- an increase in both the number and proportion of A levels being taken in STEM subjects over the last five years with chemistry and mathematics showing particularly positive rises
- 98,000 students beginning STEM undergraduate courses in 2014, the highest level ever recorded
Underpinning this, we have a much greater awareness of the importance and value of STEM subjects for all young people across the school and college system, with STEM enhancement & enrichment activities, as well as teacher on-going development, reaching further into the school and college sector than ever before.
We need to get better at communicating the opportunity and satisfaction of the whole range of STEM-related careers to young people, their parents and their teachers. Campaigns such as the Your Life initiative are helping pull together communications and signposting opportunities. Project ENTHUSE is enabling teachers to spend up to two weeks with a STEM employer, opening the lid on the variety of roles, from the more traditional graduate path to the equally important apprenticeship and technician routes. As one participating teacher said:
We also need to ensure that supporting primary teachers, and engaging primary aged children, is given the priority it deserves. Research such as the Aspires project shows that, whilst young people are positive about science and STEM as a whole, they form ideas very early on regarding whether they ‘see themselves as a scientist’ (or engineer, or technologist). At the same time, we know anecdotally that a perceived lack of focus on science from Ofsted, even though it remains firmly a core subject at primary level, has encouraged some primary heads to see it as ‘second best. In some cases this relegates it from the regular timetable to a single science week, or even worse. This perception is not necessarily ill-founded – an informal survey of around 100 primary Ofsted reports found just one mention of science. Just one!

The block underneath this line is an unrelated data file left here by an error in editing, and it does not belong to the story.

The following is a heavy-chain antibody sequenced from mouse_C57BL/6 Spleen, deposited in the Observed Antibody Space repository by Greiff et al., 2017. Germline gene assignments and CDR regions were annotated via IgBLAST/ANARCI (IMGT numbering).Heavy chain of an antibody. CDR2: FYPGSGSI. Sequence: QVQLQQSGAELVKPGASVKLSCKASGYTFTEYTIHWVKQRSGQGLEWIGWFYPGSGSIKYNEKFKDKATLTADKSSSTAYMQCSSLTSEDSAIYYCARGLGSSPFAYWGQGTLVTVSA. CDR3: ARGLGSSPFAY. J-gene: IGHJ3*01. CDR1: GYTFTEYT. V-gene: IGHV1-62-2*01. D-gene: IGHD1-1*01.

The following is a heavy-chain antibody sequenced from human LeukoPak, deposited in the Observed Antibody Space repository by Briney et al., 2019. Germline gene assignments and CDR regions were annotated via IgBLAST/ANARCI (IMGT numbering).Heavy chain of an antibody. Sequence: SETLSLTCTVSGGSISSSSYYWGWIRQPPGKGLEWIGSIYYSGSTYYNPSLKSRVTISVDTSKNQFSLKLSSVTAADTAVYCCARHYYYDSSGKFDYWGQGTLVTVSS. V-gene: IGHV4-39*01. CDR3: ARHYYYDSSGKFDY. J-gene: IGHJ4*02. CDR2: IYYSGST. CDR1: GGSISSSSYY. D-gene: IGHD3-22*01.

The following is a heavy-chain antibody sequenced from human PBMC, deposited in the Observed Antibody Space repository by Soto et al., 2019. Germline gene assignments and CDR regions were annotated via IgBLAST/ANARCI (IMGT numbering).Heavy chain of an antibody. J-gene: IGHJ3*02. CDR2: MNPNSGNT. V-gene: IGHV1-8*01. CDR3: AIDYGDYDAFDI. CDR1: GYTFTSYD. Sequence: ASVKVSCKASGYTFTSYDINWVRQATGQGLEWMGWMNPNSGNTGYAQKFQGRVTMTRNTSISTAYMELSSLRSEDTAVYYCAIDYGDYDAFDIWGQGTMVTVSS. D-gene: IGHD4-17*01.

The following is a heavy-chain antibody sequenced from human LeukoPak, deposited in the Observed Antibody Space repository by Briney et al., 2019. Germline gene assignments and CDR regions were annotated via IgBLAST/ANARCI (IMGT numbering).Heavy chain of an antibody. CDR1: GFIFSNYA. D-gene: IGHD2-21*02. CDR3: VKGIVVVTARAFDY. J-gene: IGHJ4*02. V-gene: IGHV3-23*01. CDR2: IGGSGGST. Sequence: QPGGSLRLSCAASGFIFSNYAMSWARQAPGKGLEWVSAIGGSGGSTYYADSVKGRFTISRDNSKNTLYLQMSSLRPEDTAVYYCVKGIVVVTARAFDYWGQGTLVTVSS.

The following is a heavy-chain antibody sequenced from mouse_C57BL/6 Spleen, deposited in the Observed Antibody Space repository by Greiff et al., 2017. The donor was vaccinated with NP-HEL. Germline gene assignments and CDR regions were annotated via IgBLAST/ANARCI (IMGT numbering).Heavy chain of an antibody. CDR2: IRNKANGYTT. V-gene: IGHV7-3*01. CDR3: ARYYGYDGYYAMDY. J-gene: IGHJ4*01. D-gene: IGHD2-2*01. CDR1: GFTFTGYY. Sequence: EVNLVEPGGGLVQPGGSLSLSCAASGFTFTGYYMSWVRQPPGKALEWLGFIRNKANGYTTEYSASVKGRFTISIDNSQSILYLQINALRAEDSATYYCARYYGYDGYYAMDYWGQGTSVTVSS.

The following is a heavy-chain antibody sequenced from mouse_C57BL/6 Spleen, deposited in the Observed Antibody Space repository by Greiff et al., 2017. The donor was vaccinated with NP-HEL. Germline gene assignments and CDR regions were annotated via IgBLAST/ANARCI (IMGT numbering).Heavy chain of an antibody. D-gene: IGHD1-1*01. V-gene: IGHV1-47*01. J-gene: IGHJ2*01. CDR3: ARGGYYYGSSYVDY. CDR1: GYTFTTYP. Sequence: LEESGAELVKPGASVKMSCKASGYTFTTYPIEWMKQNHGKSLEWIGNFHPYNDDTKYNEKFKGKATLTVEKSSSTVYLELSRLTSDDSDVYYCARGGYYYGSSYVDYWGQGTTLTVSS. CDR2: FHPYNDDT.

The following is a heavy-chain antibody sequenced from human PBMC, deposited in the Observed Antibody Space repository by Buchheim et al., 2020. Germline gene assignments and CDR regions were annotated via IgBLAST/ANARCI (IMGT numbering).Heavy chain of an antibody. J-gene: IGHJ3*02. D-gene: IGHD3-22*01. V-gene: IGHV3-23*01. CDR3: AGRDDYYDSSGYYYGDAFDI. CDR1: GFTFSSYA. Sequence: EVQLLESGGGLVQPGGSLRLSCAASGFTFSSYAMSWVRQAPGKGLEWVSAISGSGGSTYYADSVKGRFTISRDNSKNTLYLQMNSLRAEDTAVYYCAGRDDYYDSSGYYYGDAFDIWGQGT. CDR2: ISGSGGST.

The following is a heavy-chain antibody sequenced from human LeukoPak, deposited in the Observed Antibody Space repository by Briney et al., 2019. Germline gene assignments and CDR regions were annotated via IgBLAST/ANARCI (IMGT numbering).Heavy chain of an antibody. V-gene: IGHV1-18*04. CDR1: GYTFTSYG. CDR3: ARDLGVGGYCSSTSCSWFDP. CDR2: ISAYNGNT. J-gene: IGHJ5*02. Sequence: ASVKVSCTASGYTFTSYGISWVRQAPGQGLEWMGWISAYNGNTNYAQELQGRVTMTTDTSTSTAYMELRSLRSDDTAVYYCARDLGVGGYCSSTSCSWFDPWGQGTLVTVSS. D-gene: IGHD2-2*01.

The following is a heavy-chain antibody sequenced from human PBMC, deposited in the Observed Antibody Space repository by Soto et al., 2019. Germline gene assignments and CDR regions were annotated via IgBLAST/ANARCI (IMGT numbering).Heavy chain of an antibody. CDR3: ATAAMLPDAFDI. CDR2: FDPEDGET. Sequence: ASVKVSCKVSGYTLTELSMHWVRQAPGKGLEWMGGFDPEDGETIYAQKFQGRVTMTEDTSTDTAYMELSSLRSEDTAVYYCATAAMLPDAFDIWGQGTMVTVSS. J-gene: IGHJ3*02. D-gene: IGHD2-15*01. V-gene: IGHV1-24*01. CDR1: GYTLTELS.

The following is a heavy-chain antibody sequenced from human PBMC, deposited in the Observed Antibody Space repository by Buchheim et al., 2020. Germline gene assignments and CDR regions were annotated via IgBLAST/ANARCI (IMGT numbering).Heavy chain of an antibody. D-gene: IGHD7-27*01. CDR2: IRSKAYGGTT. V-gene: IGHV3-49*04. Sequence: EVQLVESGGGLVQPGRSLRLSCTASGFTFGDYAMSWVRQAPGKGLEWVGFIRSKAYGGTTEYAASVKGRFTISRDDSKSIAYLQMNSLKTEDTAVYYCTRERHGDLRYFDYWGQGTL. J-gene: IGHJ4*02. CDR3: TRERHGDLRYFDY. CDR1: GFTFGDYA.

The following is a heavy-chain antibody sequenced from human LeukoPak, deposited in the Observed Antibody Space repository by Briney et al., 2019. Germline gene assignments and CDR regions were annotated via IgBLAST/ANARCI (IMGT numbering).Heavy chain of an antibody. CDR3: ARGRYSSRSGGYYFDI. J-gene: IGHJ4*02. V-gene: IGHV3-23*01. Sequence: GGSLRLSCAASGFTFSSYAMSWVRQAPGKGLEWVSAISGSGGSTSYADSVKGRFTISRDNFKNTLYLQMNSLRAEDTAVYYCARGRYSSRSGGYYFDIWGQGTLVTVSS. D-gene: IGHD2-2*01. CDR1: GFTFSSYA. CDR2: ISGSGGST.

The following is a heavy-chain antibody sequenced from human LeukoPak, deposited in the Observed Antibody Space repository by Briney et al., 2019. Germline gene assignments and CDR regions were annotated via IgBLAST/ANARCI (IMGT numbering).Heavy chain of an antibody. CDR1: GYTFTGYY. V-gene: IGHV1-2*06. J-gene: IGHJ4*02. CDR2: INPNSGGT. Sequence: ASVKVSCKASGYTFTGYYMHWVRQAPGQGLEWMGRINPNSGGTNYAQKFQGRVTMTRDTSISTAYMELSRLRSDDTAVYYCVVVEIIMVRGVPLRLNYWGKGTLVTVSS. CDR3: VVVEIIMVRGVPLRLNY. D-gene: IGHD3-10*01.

But perhaps the biggest challenge to the progress that has been made is the tendency of funders, including governments, to always be looking beyond what is in place and – whilst always capable of further improvement – is making a difference, in favour of ‘a better mousetrap’. After all, with something as ‘now’ as STEM, there is always someone coming to a Minister’s door offering a new magical, overnight solution. However, as Marc Durando of European Schoolnet, who sees efforts to support STEM education all over the world, says:
“It is important not to reinvent but to support and strengthen what has already proven its success and to work on successful mainstreaming mechanisms”.
As Ian McDaid, Head of Science at Balby Carr Community Academy in Doncaster puts it:
“Don’t take away the support upon which so many teachers depend. Every day, we see it helping ensure our STEM teaching changes lives. There is a greater need than ever to increase the support and profile of STEM subjects nationally if we are to compete in the global market. This is important enough to command cross party support to enable the National Science Learning Network to further expand and improve the essential support provided for teachers”.